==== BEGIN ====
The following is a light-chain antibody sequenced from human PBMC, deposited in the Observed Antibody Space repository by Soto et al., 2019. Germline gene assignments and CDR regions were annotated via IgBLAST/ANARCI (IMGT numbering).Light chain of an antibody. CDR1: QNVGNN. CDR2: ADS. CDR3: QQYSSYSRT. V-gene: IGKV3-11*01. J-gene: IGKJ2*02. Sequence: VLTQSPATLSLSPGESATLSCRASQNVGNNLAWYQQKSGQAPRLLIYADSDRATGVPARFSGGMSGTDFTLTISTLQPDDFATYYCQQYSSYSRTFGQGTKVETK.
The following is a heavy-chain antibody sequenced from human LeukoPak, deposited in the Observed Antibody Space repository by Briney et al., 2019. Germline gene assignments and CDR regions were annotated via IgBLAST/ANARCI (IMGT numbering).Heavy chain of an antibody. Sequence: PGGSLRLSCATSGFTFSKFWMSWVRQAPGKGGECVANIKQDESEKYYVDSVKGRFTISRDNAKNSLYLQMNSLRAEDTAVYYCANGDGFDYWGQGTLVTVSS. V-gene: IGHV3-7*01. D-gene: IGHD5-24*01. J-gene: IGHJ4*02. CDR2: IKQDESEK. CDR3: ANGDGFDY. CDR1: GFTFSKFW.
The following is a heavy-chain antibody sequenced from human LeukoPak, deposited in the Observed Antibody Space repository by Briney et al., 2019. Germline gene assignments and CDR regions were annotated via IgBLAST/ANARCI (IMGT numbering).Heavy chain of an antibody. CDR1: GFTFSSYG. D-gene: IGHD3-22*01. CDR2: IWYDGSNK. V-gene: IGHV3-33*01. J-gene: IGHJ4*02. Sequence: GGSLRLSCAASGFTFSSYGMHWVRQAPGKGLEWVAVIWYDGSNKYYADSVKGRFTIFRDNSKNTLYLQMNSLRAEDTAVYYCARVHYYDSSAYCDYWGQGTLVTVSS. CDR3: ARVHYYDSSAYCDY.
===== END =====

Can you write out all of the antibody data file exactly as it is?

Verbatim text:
The following is a light-chain antibody sequenced from human PBMC, deposited in the Observed Antibody Space repository by Soto et al., 2019. Germline gene assignments and CDR regions were annotated via IgBLAST/ANARCI (IMGT numbering).Light chain of an antibody. CDR1: QNVGNN. CDR2: ADS. CDR3: QQYSSYSRT. V-gene: IGKV3-11*01. J-gene: IGKJ2*02. Sequence: VLTQSPATLSLSPGESATLSCRASQNVGNNLAWYQQKSGQAPRLLIYADSDRATGVPARFSGGMSGTDFTLTISTLQPDDFATYYCQQYSSYSRTFGQGTKVETK.
The following is a heavy-chain antibody sequenced from human LeukoPak, deposited in the Observed Antibody Space repository by Briney et al., 2019. Germline gene assignments and CDR regions were annotated via IgBLAST/ANARCI (IMGT numbering).Heavy chain of an antibody. Sequence: PGGSLRLSCATSGFTFSKFWMSWVRQAPGKGGECVANIKQDESEKYYVDSVKGRFTISRDNAKNSLYLQMNSLRAEDTAVYYCANGDGFDYWGQGTLVTVSS. V-gene: IGHV3-7*01. D-gene: IGHD5-24*01. J-gene: IGHJ4*02. CDR2: IKQDESEK. CDR3: ANGDGFDY. CDR1: GFTFSKFW.
The following is a heavy-chain antibody sequenced from human LeukoPak, deposited in the Observed Antibody Space repository by Briney et al., 2019. Germline gene assignments and CDR regions were annotated via IgBLAST/ANARCI (IMGT numbering).Heavy chain of an antibody. CDR1: GFTFSSYG. D-gene: IGHD3-22*01. CDR2: IWYDGSNK. V-gene: IGHV3-33*01. J-gene: IGHJ4*02. Sequence: GGSLRLSCAASGFTFSSYGMHWVRQAPGKGLEWVAVIWYDGSNKYYADSVKGRFTIFRDNSKNTLYLQMNSLRAEDTAVYYCARVHYYDSSAYCDYWGQGTLVTVSS. CDR3: ARVHYYDSSAYCDY.